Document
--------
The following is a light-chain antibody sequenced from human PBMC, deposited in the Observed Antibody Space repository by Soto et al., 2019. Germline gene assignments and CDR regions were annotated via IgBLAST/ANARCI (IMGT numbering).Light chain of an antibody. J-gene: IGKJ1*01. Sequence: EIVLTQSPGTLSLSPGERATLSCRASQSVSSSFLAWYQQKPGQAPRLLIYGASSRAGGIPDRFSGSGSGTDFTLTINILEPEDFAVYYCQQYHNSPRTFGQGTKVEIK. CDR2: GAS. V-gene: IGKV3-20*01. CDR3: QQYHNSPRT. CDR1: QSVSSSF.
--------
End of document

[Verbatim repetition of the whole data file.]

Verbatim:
The following is a light-chain antibody sequenced from human PBMC, deposited in the Observed Antibody Space repository by Soto et al., 2019. Germline gene assignments and CDR regions were annotated via IgBLAST/ANARCI (IMGT numbering).Light chain of an antibody. J-gene: IGKJ1*01. Sequence: EIVLTQSPGTLSLSPGERATLSCRASQSVSSSFLAWYQQKPGQAPRLLIYGASSRAGGIPDRFSGSGSGTDFTLTINILEPEDFAVYYCQQYHNSPRTFGQGTKVEIK. CDR2: GAS. V-gene: IGKV3-20*01. CDR3: QQYHNSPRT. CDR1: QSVSSSF.